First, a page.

# Chemical Reactions and Equations Class 10 Notes – CBSE Science Chapter 1

## Chemical Reaction

• A chemical reaction is a process by which one chemical substance changes into another chemical substance. For instance: The rusting of iron, the curdling of milk, the digestion of food, breathing, etc.
• A chemical reaction results in a chemical change because a new material is created that has entirely different properties from the original substance.
• In a chemical reaction, atoms just rearrange themselves.
1. Reactants are chemicals that participate in a chemical reaction.
2. Products are the new compounds created as a result of a chemical process.

Example :

An illustration of a chemical reaction is the burning of magnesium in the air to produce magnesium oxide.
2Mg(s) + O2(g) → 2MgO(s)
The magnesium ribbon is cleaned with sandpaper before being burned in the air.
This is done to clean the magnesium ribbon’s surface of the basic magnesium carbonate protecting coating.

Reactant: Materials that participate in a chemical reaction are referred to as reactants.
Example: Mg and O2

Product: A newly created substance that results from a chemical reaction.
Example: MgO.

## Characteristics of Chemical Reactions

Any of the following observations can be used to determine a chemical reaction:

a) Evolution of a gas
b) Change in temperature
c) Formation of a precipitate
d) Change in color
e) Change of state

## Types of chemical reactions

Chemical reactions are divided into many groups while taking into account various parameters.
A few examples are:

● Combination
● Decomposition
● Single Displacement
● Double displacement
● Redox
● Endothermic
● Exothermic
● Precipitation
● Oxidation

## Chemical Reactions and Equations

Word equation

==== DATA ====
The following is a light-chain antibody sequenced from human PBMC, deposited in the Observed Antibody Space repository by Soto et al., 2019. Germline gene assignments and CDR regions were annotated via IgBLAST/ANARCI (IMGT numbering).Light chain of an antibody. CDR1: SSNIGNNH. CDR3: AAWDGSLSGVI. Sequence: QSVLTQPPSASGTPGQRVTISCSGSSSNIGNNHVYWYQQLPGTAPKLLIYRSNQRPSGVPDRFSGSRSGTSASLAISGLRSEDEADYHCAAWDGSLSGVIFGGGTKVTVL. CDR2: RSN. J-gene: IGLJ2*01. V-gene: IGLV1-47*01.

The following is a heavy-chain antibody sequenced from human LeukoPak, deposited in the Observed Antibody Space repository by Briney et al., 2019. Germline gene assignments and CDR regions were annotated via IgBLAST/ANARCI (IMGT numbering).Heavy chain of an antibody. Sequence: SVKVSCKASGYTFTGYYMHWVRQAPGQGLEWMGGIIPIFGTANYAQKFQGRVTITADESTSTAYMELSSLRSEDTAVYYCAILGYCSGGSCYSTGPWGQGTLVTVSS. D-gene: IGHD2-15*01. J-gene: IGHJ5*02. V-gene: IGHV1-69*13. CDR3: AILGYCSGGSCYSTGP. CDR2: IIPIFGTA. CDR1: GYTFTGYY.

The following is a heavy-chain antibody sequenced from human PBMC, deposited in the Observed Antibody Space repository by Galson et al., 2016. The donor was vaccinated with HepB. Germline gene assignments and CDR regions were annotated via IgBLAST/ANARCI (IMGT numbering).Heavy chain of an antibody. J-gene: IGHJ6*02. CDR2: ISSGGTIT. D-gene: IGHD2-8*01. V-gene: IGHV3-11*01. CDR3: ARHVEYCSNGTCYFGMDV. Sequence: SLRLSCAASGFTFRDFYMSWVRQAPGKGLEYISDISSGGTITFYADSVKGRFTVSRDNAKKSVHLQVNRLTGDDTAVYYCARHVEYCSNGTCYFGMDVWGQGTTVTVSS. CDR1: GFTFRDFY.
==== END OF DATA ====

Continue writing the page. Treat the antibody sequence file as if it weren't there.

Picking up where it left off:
A chemical reaction is expressed using words rather than chemical formulas in a word equation. A chemical reaction, it aids in identifying the reactants and products.

A word equation, which is a condensed way of expressing a chemical reaction, is used to describe it. A word equation’s left side displays the names of the reactants. The names of the reactants are separated by a plus sign (+) if there are multiple reactants. A word equation’s right side displays the products. The names of the products are separated by a plus sign (+) if there are many products.

For example,
Sodium + Chlorine → Sodium chloride
According to the equation above, sodium and chlorine react to generate sodium chloride.

## Symbols of elements and their valencies

An element’s chemical code is represented by a symbol. Each element has a one- or two-letter atomic symbol, which is merely the name of the element in shortened form.
An element’s combining power is measured by its valency. It can be thought of as the number of electrons that an atom loses, gains, or shares with other atoms to form a molecule.

## Writing chemical equations

A chemical equation is the representation of a chemical reaction using symbols and the chemical formulas of the reactants and products.

• For solids, the symbol is “(s)”.
• For liquids, it is “(l)”.
• For gases, it is “(g)”.
• For aqueous solutions, it is “(aq)”.
• For gas produced in the reaction, it is represented by “(↑)”.
• For precipitate formed in the reaction, it is represented by “(↓)”.

### Balanced Chemical Equation

Each element has an equal amount of atoms on both sides of a balanced chemical equation.
Example: Zn + H2SO4 → ZnSO4 + H2
This equation is a balanced chemical equation since the amounts of zinc, hydrogen, and sulphate are equal on both sides.
Mass in a chemical process cannot be generated or destroyed, according to the Law of Conservation of Mass. The total mass of the elements present in the reactants and products must match for the law to hold true.